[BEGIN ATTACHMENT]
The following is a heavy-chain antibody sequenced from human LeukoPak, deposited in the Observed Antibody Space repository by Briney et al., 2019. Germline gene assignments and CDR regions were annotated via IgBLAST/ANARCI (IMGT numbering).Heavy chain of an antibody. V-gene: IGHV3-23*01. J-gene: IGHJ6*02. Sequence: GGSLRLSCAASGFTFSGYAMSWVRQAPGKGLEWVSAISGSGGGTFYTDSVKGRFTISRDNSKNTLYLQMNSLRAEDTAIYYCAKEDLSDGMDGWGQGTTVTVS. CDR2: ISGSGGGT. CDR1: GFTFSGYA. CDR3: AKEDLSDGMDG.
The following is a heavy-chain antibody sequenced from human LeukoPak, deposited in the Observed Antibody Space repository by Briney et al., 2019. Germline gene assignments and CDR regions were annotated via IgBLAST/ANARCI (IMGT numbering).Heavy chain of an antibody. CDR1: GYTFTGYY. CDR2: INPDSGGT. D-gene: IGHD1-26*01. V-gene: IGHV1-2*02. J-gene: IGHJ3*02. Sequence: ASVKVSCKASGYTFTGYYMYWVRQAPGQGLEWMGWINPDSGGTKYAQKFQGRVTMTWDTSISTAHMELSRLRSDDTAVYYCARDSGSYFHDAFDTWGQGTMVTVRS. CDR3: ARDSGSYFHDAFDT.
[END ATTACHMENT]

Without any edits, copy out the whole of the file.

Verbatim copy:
The following is a heavy-chain antibody sequenced from human LeukoPak, deposited in the Observed Antibody Space repository by Briney et al., 2019. Germline gene assignments and CDR regions were annotated via IgBLAST/ANARCI (IMGT numbering).Heavy chain of an antibody. V-gene: IGHV3-23*01. J-gene: IGHJ6*02. Sequence: GGSLRLSCAASGFTFSGYAMSWVRQAPGKGLEWVSAISGSGGGTFYTDSVKGRFTISRDNSKNTLYLQMNSLRAEDTAIYYCAKEDLSDGMDGWGQGTTVTVS. CDR2: ISGSGGGT. CDR1: GFTFSGYA. CDR3: AKEDLSDGMDG.
The following is a heavy-chain antibody sequenced from human LeukoPak, deposited in the Observed Antibody Space repository by Briney et al., 2019. Germline gene assignments and CDR regions were annotated via IgBLAST/ANARCI (IMGT numbering).Heavy chain of an antibody. CDR1: GYTFTGYY. CDR2: INPDSGGT. D-gene: IGHD1-26*01. V-gene: IGHV1-2*02. J-gene: IGHJ3*02. Sequence: ASVKVSCKASGYTFTGYYMYWVRQAPGQGLEWMGWINPDSGGTKYAQKFQGRVTMTWDTSISTAHMELSRLRSDDTAVYYCARDSGSYFHDAFDTWGQGTMVTVRS. CDR3: ARDSGSYFHDAFDT.